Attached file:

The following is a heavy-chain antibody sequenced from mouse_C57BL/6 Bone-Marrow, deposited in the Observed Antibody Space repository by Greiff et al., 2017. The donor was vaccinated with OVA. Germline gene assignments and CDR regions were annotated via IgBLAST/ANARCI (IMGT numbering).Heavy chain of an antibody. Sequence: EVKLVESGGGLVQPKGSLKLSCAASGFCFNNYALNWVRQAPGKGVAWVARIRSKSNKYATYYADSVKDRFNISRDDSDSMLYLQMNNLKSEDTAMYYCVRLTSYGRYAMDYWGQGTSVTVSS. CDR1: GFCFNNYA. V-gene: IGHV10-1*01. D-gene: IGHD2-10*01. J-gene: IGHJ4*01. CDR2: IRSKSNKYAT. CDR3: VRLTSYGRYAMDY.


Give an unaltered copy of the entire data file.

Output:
The following is a heavy-chain antibody sequenced from mouse_C57BL/6 Bone-Marrow, deposited in the Observed Antibody Space repository by Greiff et al., 2017. The donor was vaccinated with OVA. Germline gene assignments and CDR regions were annotated via IgBLAST/ANARCI (IMGT numbering).Heavy chain of an antibody. Sequence: EVKLVESGGGLVQPKGSLKLSCAASGFCFNNYALNWVRQAPGKGVAWVARIRSKSNKYATYYADSVKDRFNISRDDSDSMLYLQMNNLKSEDTAMYYCVRLTSYGRYAMDYWGQGTSVTVSS. CDR1: GFCFNNYA. V-gene: IGHV10-1*01. D-gene: IGHD2-10*01. J-gene: IGHJ4*01. CDR2: IRSKSNKYAT. CDR3: VRLTSYGRYAMDY.